The poetry of the Heian court of Japan has typically been linked with the emergence of a distinct Japanese language and culture.
This concept of a linguistically homogeneous and ethnically pure "Japaneseness" has been integral to the construction of a modern Japanese nation, especially during periods of western colonial expansion and cultural encroachment.
But Thomas LaMarre argues in Uncovering Heian Japan that this need for a cultural unity-a singular Japanese identity-has resulted in an overemphasis of a relatively minor aspect of Heian poetry, obscuring not only its other significant elements but also the porousness of Heian society and the politics of poetic expression. Combining a pathbreaking visual analysis of the calligraphy with which this poetry was transcribed, a more traditional textual analysis, and a review of the politics of the period, LaMarre presents a dramatically new view of Heian poetry and culture.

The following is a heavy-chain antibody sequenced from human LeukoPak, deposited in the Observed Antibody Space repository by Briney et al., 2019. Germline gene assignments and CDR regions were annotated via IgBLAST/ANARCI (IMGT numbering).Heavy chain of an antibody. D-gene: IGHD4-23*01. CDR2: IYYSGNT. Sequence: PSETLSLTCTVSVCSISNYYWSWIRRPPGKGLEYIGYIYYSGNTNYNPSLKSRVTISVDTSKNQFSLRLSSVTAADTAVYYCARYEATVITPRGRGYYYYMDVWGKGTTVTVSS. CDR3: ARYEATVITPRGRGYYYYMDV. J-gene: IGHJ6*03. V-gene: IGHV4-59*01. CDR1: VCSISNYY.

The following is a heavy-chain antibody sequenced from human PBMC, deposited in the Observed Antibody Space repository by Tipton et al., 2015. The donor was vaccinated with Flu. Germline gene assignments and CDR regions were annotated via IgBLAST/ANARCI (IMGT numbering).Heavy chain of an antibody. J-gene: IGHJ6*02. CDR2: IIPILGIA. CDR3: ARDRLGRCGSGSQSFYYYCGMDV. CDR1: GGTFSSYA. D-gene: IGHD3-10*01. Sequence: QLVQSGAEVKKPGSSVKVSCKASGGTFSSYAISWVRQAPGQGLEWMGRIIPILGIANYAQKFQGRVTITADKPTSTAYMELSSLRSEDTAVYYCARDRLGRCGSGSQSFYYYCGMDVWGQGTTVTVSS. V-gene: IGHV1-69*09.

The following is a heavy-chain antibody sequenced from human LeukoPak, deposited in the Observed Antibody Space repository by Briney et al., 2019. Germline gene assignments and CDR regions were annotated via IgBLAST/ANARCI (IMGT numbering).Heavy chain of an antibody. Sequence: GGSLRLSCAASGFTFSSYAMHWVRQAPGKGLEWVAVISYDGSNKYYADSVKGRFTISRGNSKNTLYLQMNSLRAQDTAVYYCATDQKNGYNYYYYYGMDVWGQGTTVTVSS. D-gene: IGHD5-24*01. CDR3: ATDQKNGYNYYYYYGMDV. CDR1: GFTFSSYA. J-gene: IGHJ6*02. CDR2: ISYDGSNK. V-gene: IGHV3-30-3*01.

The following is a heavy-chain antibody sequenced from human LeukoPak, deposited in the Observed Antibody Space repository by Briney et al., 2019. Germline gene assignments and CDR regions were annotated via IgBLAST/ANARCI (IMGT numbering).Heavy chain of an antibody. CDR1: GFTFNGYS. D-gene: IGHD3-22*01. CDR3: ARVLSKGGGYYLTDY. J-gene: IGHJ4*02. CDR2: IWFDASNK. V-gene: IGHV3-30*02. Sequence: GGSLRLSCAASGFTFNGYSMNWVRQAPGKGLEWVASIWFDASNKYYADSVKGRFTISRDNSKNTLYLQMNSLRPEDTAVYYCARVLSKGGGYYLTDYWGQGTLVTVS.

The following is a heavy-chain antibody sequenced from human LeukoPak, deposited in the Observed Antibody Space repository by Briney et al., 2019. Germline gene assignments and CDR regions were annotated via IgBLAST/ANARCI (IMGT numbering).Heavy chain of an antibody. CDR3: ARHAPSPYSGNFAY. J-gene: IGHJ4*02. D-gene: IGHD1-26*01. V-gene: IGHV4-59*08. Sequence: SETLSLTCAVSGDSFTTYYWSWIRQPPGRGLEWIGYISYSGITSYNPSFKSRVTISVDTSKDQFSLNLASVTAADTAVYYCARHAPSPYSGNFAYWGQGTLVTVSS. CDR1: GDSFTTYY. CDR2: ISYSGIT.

He challenges the assumption of a cohesive "national imagination," seeing instead an early Japan that is ethnically diverse, territorially porous, and indifferent to linguistic boundaries.
Working through the problems posed by institutionalized notions of nationalism, nativism, and modernism, LaMarre rethinks the theories of scholars such as Suzuki Hideo, Yoshimoto Takaaki, and Komatsu Shigemi, in conjunction with theorists such as Derrida, Karatani, Foucault, and Deleuze.
Contesting the notion that speech is central to the formation of community, Uncovering Heian Japan focuses instead on the potential centrality of the more figural operations of poetic practice. Specialists in Japanese history and culture as well as scholars working in other areas of cultural criticism will find that this book enriches their understanding of an early Japan that has exerted so much influence on later concepts of what it means to be Japanese.